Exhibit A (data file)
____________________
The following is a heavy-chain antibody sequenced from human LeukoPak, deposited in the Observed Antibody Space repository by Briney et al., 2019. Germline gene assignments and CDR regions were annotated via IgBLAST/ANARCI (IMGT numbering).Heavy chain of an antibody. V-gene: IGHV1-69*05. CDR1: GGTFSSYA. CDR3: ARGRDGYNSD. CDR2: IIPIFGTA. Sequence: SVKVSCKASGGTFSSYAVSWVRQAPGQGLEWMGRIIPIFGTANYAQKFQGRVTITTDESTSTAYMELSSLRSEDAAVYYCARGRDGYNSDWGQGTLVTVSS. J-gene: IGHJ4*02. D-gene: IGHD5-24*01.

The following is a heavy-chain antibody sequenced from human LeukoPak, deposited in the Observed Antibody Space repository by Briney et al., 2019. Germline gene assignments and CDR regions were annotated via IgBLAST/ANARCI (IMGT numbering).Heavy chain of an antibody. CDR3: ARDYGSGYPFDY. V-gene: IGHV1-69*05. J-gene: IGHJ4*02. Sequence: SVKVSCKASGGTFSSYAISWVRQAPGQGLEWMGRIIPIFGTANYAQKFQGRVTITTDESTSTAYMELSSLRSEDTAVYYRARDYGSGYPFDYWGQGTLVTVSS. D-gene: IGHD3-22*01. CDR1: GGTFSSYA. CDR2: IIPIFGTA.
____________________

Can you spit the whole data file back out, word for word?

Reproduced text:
The following is a heavy-chain antibody sequenced from human LeukoPak, deposited in the Observed Antibody Space repository by Briney et al., 2019. Germline gene assignments and CDR regions were annotated via IgBLAST/ANARCI (IMGT numbering).Heavy chain of an antibody. V-gene: IGHV1-69*05. CDR1: GGTFSSYA. CDR3: ARGRDGYNSD. CDR2: IIPIFGTA. Sequence: SVKVSCKASGGTFSSYAVSWVRQAPGQGLEWMGRIIPIFGTANYAQKFQGRVTITTDESTSTAYMELSSLRSEDAAVYYCARGRDGYNSDWGQGTLVTVSS. J-gene: IGHJ4*02. D-gene: IGHD5-24*01.

The following is a heavy-chain antibody sequenced from human LeukoPak, deposited in the Observed Antibody Space repository by Briney et al., 2019. Germline gene assignments and CDR regions were annotated via IgBLAST/ANARCI (IMGT numbering).Heavy chain of an antibody. CDR3: ARDYGSGYPFDY. V-gene: IGHV1-69*05. J-gene: IGHJ4*02. Sequence: SVKVSCKASGGTFSSYAISWVRQAPGQGLEWMGRIIPIFGTANYAQKFQGRVTITTDESTSTAYMELSSLRSEDTAVYYRARDYGSGYPFDYWGQGTLVTVSS. D-gene: IGHD3-22*01. CDR1: GGTFSSYA. CDR2: IIPIFGTA.